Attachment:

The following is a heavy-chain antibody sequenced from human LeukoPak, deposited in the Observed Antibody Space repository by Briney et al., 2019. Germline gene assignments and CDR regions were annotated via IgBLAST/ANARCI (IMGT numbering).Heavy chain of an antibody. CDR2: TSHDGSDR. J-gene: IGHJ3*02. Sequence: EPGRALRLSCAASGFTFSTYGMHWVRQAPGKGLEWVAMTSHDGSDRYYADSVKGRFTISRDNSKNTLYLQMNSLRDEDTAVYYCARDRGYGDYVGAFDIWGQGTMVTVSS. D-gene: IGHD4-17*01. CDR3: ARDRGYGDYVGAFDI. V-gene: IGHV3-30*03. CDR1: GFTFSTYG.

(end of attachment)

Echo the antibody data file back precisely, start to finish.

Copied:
The following is a heavy-chain antibody sequenced from human LeukoPak, deposited in the Observed Antibody Space repository by Briney et al., 2019. Germline gene assignments and CDR regions were annotated via IgBLAST/ANARCI (IMGT numbering).Heavy chain of an antibody. CDR2: TSHDGSDR. J-gene: IGHJ3*02. Sequence: EPGRALRLSCAASGFTFSTYGMHWVRQAPGKGLEWVAMTSHDGSDRYYADSVKGRFTISRDNSKNTLYLQMNSLRDEDTAVYYCARDRGYGDYVGAFDIWGQGTMVTVSS. D-gene: IGHD4-17*01. CDR3: ARDRGYGDYVGAFDI. V-gene: IGHV3-30*03. CDR1: GFTFSTYG.